For case 1, the fixed lot size LOT is set to the value of QFIX which is a predetermined lot size.

If, however, there is no predetermined lot size QFIX, then the system calculates the fixed lot size based upon the following equation:


LOT=AOD×RLT   (44)

where:

AOD is the average demand during a day; and

RLT is replenishment lead time.

For case 2, the lot size must be an integer multiple of a minimum number (QUNIT), the lot size is then determined based upon the following equation:


LOT=M×QUNIT   (45)

where:

M is the number of working days in a period; and

QUNIT is the unit lot size.

For case 3, the lot size may be any number, but must be above a minimum. In this case, the lot size is determined based upon the following equation:


LOT=max (QMIN, ROP−IP)   (46)

where:

QMIN is the minimum lot size;

ROP is the re-order point; and

IP is the inventory position for a re-order point.

For case 4, the lot size may be any size as long as it is below a maximum. In this case, the lot size is determined based upon the following equation:


LOT=min (QMAX, ROP−IP)   (47)

where:

QMAX is the maximum lot size;

ROP is the re-order point; and

IP is the inventory position for a re-order point.

For case 5, when costs are provided, an economic order quantity (EOQ) may be calculated. The economic order quantity may be determined based upon the following equation:


EOQ=sqrt (2×AOD×OCOST/HCOST)   (48)

where:

AOD is the average demand during a day;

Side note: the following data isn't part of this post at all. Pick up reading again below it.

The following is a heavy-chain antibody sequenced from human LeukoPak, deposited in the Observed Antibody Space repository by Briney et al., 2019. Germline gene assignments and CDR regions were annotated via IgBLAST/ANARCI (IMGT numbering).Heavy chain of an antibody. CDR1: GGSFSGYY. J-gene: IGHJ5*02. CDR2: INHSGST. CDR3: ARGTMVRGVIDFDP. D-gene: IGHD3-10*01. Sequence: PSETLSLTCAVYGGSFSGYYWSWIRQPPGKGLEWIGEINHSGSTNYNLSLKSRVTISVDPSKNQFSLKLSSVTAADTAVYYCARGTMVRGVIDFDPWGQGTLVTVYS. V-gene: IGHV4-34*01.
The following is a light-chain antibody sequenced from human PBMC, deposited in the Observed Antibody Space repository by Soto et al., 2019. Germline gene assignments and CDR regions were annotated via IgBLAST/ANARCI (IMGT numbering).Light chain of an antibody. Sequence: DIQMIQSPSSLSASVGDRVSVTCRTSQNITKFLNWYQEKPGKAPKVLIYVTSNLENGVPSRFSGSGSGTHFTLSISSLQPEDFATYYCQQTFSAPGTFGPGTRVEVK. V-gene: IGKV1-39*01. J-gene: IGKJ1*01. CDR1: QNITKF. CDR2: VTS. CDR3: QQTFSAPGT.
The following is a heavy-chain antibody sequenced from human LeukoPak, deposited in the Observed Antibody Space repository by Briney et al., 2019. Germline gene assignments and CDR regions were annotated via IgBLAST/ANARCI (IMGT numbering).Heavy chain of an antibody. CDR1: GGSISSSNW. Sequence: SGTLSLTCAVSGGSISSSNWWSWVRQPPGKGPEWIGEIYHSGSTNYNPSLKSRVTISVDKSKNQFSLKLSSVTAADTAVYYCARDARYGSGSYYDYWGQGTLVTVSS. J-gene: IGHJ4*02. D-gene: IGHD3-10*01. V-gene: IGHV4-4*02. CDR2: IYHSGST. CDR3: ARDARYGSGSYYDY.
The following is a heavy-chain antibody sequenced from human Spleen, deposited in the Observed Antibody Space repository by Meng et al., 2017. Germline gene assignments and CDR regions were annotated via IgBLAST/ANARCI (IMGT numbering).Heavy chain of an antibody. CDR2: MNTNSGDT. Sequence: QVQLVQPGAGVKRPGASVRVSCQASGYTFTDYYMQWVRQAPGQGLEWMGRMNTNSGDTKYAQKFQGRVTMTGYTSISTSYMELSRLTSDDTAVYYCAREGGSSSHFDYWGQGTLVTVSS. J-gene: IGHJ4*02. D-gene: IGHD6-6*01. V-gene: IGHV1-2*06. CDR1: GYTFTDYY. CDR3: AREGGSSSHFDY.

OCOST is the fixed cost per order; and

HCOST is the inventory holding cost.

After the economic order quantity EOQ has been determined, the lot size LOT may be set to equal EOQ.

Next, the system continues to step 224, where the system calculates a safety factor for a fixed lot size based upon an appropriate case. For example, case 1 may minimize the expected inventory costs, case 2 may maximize the expected profit, case 3 may achieve a targeted probability of no stock-out, case 4 may achieve a targeted fill rate, case 5 may achieve a targeted on time shipment to request, and case 6 may achieve a targeted on time shipment to commit. Each of these cases may be indicated by a corresponding value in a POLICY field.

For case 1, the objective is to minimize the expected inventory holding and backlogging costs. The assumption is that demand not met immediately is backlogged and backlogging has a cost. That cost may include, for example, the cost of expediting orders, paying a penalty to the customer, buying inventory at a high cost, loss of goodwill and the like. This exemplary embodiment minimizes the expected inventory carrying and backlogging costs during the current replenishment lead time and ignores the periods that are beyond that lead time.

The system first determines an intermediate value PVALUE based upon the following equation:


PVALUE=SCOST/(SCOST+HCOST)   (49)

where:

SCOST is an input shortage cost; and

HCOST is an input inventory holding cost.

The system next determines another intermediate value ZVALUE based upon the following equation:


ZVALUE=(LOT×(1−PVALUE)/(SDLT×PVALUE))1/2   (50)

where:

LOT is the input lot size; and

SDLT is the input standard deviation of demand during replenishment lead time.

The system may then determine the safety factor k based upon the following equation:


k=1.187918+0.108/ZVALUE−2×ZVALUE   (51)